Mexico City – one heck of a crazy town [Not so S.O.F.T]

An octane fuelled megapolis of over 20 million, the city has a larger population than all of Australia.

It all started with the taxi driver, who strangely resembled Montezuma, who hated us on sight. We bought a taxi voucher to avoid being ripped off, and foolishly assumed he knew where he was going. He spoke none of the Spanglish the other drivers use. Then he didn’t know where to go and couldn’t read the numbers on houses.

We realised afterwards that he had a literacy issue; he didn’t make any more money by driving us around in circles.

We have noticed that bus drivers seem to hate us getting on their buses and are generally unhelpful. Anyway, we knew he understood our swearing as we left the taxi!

We arrived at our airbnb to find it was at the top of a long stairway, a bit like the Teotihuacan pyramid. We were all panting with the altitude and carrying bags. Then we discovered it was on a main road. No barking dogs but masses of traffic all night. Roaring trucks and motorbikes.

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Then Miguel across the road started to jackhammer at about 10 o’clock on Saturday night, as you do. Nothing like extensive renovations on a Saturday night!

Another surprise is the weather…it is so cold! Generally warm in the middle of the day, but temperatures plummet in the afternoon.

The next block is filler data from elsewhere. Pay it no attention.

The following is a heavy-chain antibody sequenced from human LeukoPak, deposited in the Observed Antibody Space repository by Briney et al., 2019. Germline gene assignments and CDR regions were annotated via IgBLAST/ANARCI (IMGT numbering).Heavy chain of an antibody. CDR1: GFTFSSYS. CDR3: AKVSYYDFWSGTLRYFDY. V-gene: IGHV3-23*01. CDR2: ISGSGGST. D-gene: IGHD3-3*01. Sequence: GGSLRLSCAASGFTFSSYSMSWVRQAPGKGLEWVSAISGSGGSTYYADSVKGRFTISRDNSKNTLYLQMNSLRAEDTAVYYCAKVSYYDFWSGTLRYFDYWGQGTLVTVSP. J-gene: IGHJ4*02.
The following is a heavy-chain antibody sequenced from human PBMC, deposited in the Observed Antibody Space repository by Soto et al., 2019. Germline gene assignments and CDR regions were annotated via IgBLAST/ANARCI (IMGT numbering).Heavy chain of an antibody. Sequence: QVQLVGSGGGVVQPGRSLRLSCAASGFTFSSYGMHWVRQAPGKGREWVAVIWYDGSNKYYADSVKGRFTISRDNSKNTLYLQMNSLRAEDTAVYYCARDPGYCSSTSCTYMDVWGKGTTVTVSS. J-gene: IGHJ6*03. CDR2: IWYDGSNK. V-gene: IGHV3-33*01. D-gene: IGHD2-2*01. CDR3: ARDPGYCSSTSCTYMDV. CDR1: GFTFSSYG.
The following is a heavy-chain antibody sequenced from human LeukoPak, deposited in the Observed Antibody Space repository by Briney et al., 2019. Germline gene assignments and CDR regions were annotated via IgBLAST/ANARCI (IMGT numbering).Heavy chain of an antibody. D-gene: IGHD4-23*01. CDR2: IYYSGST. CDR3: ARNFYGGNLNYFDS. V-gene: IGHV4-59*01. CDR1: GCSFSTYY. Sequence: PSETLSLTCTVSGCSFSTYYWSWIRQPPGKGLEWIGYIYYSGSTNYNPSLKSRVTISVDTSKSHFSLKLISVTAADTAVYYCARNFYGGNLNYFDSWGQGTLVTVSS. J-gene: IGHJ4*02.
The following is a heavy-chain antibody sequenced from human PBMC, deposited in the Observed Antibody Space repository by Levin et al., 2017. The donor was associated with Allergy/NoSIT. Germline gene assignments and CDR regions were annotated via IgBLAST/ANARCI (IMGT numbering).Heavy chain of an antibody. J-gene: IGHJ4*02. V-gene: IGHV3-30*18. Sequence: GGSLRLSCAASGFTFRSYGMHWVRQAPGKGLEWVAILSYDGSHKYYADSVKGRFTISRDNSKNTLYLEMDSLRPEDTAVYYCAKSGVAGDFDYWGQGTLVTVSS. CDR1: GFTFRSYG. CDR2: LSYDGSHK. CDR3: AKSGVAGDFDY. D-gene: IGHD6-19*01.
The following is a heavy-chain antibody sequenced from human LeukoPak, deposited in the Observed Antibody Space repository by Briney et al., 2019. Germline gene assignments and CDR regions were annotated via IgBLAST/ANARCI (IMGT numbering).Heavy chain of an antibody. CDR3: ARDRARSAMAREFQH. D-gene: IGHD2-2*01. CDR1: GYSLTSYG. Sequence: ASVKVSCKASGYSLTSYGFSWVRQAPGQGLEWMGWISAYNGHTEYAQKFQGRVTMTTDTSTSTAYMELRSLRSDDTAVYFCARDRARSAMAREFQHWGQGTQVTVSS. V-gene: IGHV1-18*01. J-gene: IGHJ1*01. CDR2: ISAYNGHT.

The day of the dead arrived and apparently it is a family day. The streets of trendy hipster Roma Norte were almost empty. We dressed up anyway because any excuse will do. I think it amused the locals no end, we must have still looked like gringos under the makeup.

Lots of little alters were around the neighbourhood, but I think all the action was in the centre of town. We were too tired to even try to work out how to get there and we were really scared of another taxi experience.


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The National Museum was truly amazing and detailed. It was exhausting, and a place that should be visited again. A very sophisticated and blood thirsty culture. I was starting to see Aztec dots before my eyes as it was too much to absorb.




Ignoring all the tales of kidnapping and robbery, we took the public bus to Teotihuacan and the pyramids. As this is a senior disabled honeymoon, we needed all the savings we could get.

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The trip was mildly traumatic, but we managed to get there and back. Again, the altitude is a problem and the steps of the pyramids were steep and dangerous.

The Panama made it to the top (what a showoff), and I rested halfway up, but high enough to look down on the peasants below. The hawkers were fairly persistent but we thought we got some good deals inside the complex. I think I was taken for a ride outside the complex when I bought some earrings.